School Building Design

With our new building about to take place I’ve made this little spot to collate some thoughts on building design.

Have a look at Dandenong High on the 7.30 Report.

The APPA website has some fantastic resources.

ABC‘s By Design is also very informative.

Details of the extension to Sydney’s Giant Steps school: for children with autism, designed by Mury Architects
Photographs: Brett Boardman courtesy of Mury Architects.

Should we include workstations that students stand at?


Heppell has had quite an effect on the shape of learning in my classroom. Here is a neat little of example of layout ideas grounded in a pedagogical framework.

Particularly their show an a school designed for kids doing life with autism.

FutureLab is yet another example of the Britts taking this issue seriously.

This is the department of Education in (Victoria Australia) page on school design.

I’ve just been listening to Futurelabs Dr. Tim Rudd on building design. Once again, I’ve very impressed on the content – though he was not very concise in his delivery. Following is a slide I’ve lifted from his presentation which I think is most particularly relevant for our school at this time.


Responsiveness – short term changes
–Agility – e.g. environmental
–Flexibility – e.g. Moveable structures, furniture
–Adaptability – semi permanent but changeable
Diversity- providing variety of space types and sizes – responding to pedagogy/learning styles
Fluidity – how environment on the whole flows and whether spaces are organised in an integrated and blended way.
Open ended design – design incomplete – allow final shape of school to evolve by use. Over design – locks learning in
Reconfiguration – constant change and re-programming

The notion of reconfiguration I find very interesting – and most importantly, the idea of ‘co-design’ ie: ask the kids what they want.
Imagine a grid of 9 one foot squares laid into the ground like a phone pad.
Each square when stepped on makes a sound. It could be middle ‘C’ for example.
Kids then jump on the squares and make a tune – working together or individually or accompanied with other instruments.
Imagine if kids could program whatever sound the squares produced, three with nouns they’ve recorded, three with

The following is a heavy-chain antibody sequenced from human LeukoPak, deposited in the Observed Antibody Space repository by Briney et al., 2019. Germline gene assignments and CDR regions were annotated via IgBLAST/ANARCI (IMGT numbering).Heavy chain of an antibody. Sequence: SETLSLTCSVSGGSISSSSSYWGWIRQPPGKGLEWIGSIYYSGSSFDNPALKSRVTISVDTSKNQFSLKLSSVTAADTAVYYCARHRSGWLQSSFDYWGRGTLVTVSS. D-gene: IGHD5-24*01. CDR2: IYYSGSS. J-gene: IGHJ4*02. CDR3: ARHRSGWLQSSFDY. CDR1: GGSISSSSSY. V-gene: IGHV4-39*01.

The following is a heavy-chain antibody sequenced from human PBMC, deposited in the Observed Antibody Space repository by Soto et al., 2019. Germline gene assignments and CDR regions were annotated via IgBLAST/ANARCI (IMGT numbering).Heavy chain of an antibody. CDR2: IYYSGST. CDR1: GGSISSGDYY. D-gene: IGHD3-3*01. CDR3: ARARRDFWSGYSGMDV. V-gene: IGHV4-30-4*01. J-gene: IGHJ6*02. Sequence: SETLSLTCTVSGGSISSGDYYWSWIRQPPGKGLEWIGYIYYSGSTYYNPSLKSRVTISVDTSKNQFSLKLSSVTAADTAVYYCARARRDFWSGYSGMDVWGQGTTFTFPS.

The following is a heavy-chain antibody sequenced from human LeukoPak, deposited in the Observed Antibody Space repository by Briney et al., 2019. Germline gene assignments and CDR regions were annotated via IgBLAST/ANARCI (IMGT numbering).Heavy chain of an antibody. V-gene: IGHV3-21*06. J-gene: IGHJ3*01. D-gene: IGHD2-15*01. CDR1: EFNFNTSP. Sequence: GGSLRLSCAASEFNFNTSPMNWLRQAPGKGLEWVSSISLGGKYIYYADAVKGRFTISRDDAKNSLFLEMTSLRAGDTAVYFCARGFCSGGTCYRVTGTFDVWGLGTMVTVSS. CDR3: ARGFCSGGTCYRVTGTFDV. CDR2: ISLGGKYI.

verbs and three with adjectives.
Numbers could be used. The squares could even be of a material that represents the words (not a touch screen – a toe screen).

This is an example of kids designing their learning space and even the learning that happens. Actually, I’m sure there would be some sort of touch screen computer with a program like this already if not a “toe screen” setup too.

Here is the live presentation. – If you read the PowerPoint first, you’ll get more out of it.
Here is the PowerPoint.
Have a look at the list of videos from Futurelabs. There is some stunning and thought provoking ideas there.
Interestingly, the thought of Personalised Learning (PL) dominates as a reaction to the horrors of standardised learning.

Merely an evolution of a “Taylorist” world view, PL could easily become dressed up as a “Red X” or “Six Sigma” (building on the Fordist conveyor belt theme) Tayloristic
problem solving technique that appears to be grounded in the agency of the learner but is just an epistemological tool for the Structure.
What is missing in all of the discourse thus far is the notion of school design and pedagogy being grounded in the notion of LEARNER ADVOCACY.
This is built on the International Council of Nurses idea of the definition of nursing including patient advocacy.
I am suggesting a deliberate move away from a systems approach to school design, administration and pedagogy – and a strategic connection to the idea of experiencing teaching and learning as the ecological affordance of a relationship between learners and learners’ advocates.

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